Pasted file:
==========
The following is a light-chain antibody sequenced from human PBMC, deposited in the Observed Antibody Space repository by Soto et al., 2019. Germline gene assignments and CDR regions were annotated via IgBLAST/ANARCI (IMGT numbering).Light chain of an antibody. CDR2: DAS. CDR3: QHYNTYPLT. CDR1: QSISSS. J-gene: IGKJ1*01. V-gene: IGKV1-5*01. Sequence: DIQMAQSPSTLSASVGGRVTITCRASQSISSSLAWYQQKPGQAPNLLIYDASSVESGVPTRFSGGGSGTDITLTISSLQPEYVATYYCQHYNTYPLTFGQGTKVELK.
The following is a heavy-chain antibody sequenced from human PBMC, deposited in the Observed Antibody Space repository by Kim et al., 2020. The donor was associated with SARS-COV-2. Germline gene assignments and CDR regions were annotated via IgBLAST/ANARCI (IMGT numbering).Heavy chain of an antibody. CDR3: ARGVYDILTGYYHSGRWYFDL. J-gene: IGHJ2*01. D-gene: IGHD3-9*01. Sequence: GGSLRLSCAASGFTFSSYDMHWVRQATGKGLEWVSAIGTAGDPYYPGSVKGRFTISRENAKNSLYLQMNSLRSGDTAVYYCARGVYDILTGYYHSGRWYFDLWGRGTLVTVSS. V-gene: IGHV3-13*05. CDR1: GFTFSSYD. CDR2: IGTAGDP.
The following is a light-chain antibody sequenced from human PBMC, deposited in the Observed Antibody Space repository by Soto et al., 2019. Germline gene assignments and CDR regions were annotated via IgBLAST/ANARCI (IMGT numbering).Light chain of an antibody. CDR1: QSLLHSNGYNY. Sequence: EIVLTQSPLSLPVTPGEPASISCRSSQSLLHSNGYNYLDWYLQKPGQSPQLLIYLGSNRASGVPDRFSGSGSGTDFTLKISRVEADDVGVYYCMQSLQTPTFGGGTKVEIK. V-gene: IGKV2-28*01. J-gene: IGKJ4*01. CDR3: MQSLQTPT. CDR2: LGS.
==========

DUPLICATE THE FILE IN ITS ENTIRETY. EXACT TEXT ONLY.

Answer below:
The following is a light-chain antibody sequenced from human PBMC, deposited in the Observed Antibody Space repository by Soto et al., 2019. Germline gene assignments and CDR regions were annotated via IgBLAST/ANARCI (IMGT numbering).Light chain of an antibody. CDR2: DAS. CDR3: QHYNTYPLT. CDR1: QSISSS. J-gene: IGKJ1*01. V-gene: IGKV1-5*01. Sequence: DIQMAQSPSTLSASVGGRVTITCRASQSISSSLAWYQQKPGQAPNLLIYDASSVESGVPTRFSGGGSGTDITLTISSLQPEYVATYYCQHYNTYPLTFGQGTKVELK.
The following is a heavy-chain antibody sequenced from human PBMC, deposited in the Observed Antibody Space repository by Kim et al., 2020. The donor was associated with SARS-COV-2. Germline gene assignments and CDR regions were annotated via IgBLAST/ANARCI (IMGT numbering).Heavy chain of an antibody. CDR3: ARGVYDILTGYYHSGRWYFDL. J-gene: IGHJ2*01. D-gene: IGHD3-9*01. Sequence: GGSLRLSCAASGFTFSSYDMHWVRQATGKGLEWVSAIGTAGDPYYPGSVKGRFTISRENAKNSLYLQMNSLRSGDTAVYYCARGVYDILTGYYHSGRWYFDLWGRGTLVTVSS. V-gene: IGHV3-13*05. CDR1: GFTFSSYD. CDR2: IGTAGDP.
The following is a light-chain antibody sequenced from human PBMC, deposited in the Observed Antibody Space repository by Soto et al., 2019. Germline gene assignments and CDR regions were annotated via IgBLAST/ANARCI (IMGT numbering).Light chain of an antibody. CDR1: QSLLHSNGYNY. Sequence: EIVLTQSPLSLPVTPGEPASISCRSSQSLLHSNGYNYLDWYLQKPGQSPQLLIYLGSNRASGVPDRFSGSGSGTDFTLKISRVEADDVGVYYCMQSLQTPTFGGGTKVEIK. V-gene: IGKV2-28*01. J-gene: IGKJ4*01. CDR3: MQSLQTPT. CDR2: LGS.